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promote a social good marketing campaign-education redux

Education System

U.S. education system

by Kenneth Rudich

Famous science fiction writer H.G. Wells once made his own quaint observation about the role of education.  “Human history,” he quipped, “becomes more and more a race between education and catastrophe.” 

I’ve written before about the soon-to-be widely released documentary “Waiting for Superman,” directed by Davis Guggenheim, who is also known for directing “An Inconvenient Truth.”  Some believe this work will raise awareness about the dilapidated state of the U.S. education system in a manner similar to what “An Inconvenient Truth” did for global warming. 

At the same time, however, it also offers some cause to hold out hope for a rebound and recovery.  And for that reason I don’t mind taking a moment to help market and promote it, of my own free volition. 

grave issues abound in all directions

Admittedly, there is no shortage of issues begging for urgent attention in our contemporary world.  I think most of us, if not all, truly get that.  In fact, it very much seems like this moment in human history, the here and now, is ripe for either untold good or untold bad to happen.  It’s like an inflection point, and we’re awkwardly tottering along with barely a sense of what lies ahead.

Still, we can’t lose sight of the central role education plays in all of this.  It’s a cornerstone piece.  All else is pretty much destined to collapse without it.  Consequently, it must continue to remain right up there with every other thing that also beckons our concern.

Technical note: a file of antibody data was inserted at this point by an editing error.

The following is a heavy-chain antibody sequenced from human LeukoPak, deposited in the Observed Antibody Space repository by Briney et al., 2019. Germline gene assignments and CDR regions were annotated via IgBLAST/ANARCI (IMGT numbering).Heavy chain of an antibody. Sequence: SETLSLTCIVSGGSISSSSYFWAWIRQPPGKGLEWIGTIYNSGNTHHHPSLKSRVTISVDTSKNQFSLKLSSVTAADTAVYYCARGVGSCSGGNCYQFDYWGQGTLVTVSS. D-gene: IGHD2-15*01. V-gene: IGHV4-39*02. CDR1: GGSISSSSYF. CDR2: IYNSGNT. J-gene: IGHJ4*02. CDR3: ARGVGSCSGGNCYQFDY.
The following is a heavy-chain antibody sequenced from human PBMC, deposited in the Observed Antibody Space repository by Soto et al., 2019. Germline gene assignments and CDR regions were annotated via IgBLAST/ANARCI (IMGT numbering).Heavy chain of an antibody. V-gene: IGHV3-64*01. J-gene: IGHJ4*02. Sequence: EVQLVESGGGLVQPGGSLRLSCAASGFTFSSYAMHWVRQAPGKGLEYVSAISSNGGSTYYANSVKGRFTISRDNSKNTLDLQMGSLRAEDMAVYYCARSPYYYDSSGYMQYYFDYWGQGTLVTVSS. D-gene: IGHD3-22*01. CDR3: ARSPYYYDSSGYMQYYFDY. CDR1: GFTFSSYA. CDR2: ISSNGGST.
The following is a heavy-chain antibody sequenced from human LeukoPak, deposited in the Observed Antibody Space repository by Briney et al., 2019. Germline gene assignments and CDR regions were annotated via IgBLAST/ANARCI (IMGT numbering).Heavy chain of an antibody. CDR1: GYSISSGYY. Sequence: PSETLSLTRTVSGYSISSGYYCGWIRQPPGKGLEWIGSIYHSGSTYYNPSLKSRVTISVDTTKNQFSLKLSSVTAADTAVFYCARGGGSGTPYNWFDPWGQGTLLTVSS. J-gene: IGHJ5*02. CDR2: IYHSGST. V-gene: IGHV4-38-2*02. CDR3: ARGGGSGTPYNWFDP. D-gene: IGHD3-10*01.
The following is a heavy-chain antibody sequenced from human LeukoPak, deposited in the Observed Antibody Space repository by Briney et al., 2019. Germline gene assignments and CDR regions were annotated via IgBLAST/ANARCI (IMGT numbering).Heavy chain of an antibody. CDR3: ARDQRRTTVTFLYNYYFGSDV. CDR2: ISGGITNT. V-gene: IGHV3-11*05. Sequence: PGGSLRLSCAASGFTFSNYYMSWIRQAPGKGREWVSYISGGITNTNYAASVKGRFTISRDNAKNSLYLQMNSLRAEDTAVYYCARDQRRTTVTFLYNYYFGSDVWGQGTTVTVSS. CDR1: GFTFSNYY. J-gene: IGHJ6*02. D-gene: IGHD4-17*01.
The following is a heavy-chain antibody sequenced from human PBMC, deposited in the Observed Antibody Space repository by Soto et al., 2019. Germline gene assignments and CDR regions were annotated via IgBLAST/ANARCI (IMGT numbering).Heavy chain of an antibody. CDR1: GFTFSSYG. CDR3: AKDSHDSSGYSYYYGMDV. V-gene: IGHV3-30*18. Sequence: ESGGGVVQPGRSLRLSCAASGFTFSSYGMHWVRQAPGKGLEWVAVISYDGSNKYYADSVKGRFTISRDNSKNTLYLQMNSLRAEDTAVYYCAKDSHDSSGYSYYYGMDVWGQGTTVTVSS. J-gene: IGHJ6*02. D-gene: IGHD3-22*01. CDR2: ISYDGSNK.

the marketing of a marathon

H. G. Wells’ metaphor of a race is better served if it is thought about in terms of a marathon rather than a dash.  It’s one that spans generations, and the legacy each current generation leaves for the one that follows will be the true measure of its greatness…or not. 

So it’s a marathon, but it’s also one that involves the successful handing off of a baton, hopefully.     

The race itself is about trying to eliminate the elements that threaten (or inhibit) our social, economic and environmental well-being, and instead replace them with alternatives that lift us to an ever better place: things that make us more successful, healthy, happy, safe, and secure; things that help us transform our businesses and foster improved trade; things that save us time; and things that contribute to our understanding, appreciation, preservation and enjoyment of the world in which we live. 

Averting catastrophe is certainly part of the goal, but making our lives better is the ultimate prize.  

Now I’m not going to suggest education is a be-all-end-all solution; that it is a guaranteed panacea; or that all other concerns will cease to exist if only we can right the ship.